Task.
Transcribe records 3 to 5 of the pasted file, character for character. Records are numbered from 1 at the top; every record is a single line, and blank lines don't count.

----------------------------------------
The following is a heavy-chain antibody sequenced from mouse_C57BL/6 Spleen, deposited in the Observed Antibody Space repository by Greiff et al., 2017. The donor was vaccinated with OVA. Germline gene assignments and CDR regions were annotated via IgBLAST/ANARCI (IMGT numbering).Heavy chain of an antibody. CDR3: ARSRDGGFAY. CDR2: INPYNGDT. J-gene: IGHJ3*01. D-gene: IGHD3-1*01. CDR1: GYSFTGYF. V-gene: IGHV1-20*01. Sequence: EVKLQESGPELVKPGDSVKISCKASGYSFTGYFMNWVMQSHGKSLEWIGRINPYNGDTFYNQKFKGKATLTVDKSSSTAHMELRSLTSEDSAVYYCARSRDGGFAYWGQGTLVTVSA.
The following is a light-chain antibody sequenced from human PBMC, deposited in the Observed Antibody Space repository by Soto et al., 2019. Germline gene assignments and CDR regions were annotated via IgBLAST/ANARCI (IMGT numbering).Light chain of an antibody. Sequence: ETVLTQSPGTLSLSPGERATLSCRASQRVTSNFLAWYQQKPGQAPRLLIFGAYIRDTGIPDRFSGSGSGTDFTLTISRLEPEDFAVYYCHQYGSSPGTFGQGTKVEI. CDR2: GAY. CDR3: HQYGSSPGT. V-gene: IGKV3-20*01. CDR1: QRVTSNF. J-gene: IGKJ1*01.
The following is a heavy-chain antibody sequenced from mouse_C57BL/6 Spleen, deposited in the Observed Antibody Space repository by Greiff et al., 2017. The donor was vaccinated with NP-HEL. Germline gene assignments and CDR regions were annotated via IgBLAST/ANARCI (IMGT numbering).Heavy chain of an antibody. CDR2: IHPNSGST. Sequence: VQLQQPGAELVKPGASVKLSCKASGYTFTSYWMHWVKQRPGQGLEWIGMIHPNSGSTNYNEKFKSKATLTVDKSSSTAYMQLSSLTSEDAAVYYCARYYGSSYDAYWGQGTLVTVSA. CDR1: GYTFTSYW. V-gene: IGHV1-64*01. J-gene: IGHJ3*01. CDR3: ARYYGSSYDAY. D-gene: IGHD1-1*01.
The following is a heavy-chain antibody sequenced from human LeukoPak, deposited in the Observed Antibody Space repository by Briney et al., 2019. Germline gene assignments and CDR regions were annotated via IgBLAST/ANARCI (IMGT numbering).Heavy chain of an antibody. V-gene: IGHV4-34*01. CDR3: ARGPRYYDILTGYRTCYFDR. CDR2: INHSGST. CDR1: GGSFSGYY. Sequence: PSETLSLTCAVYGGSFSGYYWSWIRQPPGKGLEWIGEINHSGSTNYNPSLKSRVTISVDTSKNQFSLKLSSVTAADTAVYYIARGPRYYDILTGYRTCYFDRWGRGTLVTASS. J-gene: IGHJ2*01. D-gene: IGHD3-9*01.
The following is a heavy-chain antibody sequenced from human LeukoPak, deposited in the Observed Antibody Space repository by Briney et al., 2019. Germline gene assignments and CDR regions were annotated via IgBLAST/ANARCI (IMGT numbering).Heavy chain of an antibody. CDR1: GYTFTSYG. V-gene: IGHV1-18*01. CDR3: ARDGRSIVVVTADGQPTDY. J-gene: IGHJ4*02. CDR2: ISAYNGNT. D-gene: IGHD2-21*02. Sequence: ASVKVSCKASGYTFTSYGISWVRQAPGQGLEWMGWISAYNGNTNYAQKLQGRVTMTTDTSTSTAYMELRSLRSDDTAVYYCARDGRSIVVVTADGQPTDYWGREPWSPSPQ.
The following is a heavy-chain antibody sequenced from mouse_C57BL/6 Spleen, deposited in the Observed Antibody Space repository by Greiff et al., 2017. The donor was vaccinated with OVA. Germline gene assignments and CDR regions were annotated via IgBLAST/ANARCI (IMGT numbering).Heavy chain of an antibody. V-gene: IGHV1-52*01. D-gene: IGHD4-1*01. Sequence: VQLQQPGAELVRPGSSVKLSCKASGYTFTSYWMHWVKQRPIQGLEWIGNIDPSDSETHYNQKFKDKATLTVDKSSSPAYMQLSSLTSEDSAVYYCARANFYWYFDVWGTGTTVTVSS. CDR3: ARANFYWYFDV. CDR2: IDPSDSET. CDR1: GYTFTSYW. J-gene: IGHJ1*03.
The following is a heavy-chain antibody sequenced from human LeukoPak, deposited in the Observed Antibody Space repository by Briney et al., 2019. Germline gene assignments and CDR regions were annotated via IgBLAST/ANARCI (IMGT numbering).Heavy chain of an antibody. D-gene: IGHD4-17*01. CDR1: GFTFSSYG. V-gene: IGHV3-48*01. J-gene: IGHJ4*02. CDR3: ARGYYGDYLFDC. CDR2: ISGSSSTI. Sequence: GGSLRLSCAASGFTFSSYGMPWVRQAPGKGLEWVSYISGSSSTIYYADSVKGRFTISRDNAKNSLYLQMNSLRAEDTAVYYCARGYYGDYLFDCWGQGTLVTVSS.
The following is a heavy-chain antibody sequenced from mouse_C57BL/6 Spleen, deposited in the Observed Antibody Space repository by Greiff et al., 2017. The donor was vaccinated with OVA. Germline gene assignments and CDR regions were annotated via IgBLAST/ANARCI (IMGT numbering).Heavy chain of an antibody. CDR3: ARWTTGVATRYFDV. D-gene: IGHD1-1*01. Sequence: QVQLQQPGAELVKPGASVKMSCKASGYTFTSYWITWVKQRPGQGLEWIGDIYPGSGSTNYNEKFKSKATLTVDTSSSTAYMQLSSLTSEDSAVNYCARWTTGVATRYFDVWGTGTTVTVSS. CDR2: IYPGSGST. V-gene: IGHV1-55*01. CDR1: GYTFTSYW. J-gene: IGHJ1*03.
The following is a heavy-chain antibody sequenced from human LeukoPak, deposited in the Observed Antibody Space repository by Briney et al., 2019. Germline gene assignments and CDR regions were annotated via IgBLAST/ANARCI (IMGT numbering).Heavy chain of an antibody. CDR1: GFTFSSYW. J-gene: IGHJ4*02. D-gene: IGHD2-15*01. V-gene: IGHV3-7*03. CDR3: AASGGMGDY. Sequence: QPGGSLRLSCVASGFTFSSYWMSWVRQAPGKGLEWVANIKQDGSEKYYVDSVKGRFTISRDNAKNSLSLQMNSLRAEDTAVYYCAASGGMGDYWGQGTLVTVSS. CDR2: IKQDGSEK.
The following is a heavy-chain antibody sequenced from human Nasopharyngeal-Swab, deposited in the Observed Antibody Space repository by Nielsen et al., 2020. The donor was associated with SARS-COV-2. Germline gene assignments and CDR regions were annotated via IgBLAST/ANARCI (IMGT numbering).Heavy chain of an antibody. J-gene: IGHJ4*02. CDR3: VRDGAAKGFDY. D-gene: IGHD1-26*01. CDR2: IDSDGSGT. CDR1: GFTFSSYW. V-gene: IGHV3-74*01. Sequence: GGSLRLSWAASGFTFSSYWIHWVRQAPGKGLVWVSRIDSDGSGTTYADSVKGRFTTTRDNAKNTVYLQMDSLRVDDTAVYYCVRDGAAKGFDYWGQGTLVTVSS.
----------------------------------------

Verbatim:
The following is a heavy-chain antibody sequenced from mouse_C57BL/6 Spleen, deposited in the Observed Antibody Space repository by Greiff et al., 2017. The donor was vaccinated with NP-HEL. Germline gene assignments and CDR regions were annotated via IgBLAST/ANARCI (IMGT numbering).Heavy chain of an antibody. CDR2: IHPNSGST. Sequence: VQLQQPGAELVKPGASVKLSCKASGYTFTSYWMHWVKQRPGQGLEWIGMIHPNSGSTNYNEKFKSKATLTVDKSSSTAYMQLSSLTSEDAAVYYCARYYGSSYDAYWGQGTLVTVSA. CDR1: GYTFTSYW. V-gene: IGHV1-64*01. J-gene: IGHJ3*01. CDR3: ARYYGSSYDAY. D-gene: IGHD1-1*01.
The following is a heavy-chain antibody sequenced from human LeukoPak, deposited in the Observed Antibody Space repository by Briney et al., 2019. Germline gene assignments and CDR regions were annotated via IgBLAST/ANARCI (IMGT numbering).Heavy chain of an antibody. V-gene: IGHV4-34*01. CDR3: ARGPRYYDILTGYRTCYFDR. CDR2: INHSGST. CDR1: GGSFSGYY. Sequence: PSETLSLTCAVYGGSFSGYYWSWIRQPPGKGLEWIGEINHSGSTNYNPSLKSRVTISVDTSKNQFSLKLSSVTAADTAVYYIARGPRYYDILTGYRTCYFDRWGRGTLVTASS. J-gene: IGHJ2*01. D-gene: IGHD3-9*01.
The following is a heavy-chain antibody sequenced from human LeukoPak, deposited in the Observed Antibody Space repository by Briney et al., 2019. Germline gene assignments and CDR regions were annotated via IgBLAST/ANARCI (IMGT numbering).Heavy chain of an antibody. CDR1: GYTFTSYG. V-gene: IGHV1-18*01. CDR3: ARDGRSIVVVTADGQPTDY. J-gene: IGHJ4*02. CDR2: ISAYNGNT. D-gene: IGHD2-21*02. Sequence: ASVKVSCKASGYTFTSYGISWVRQAPGQGLEWMGWISAYNGNTNYAQKLQGRVTMTTDTSTSTAYMELRSLRSDDTAVYYCARDGRSIVVVTADGQPTDYWGREPWSPSPQ.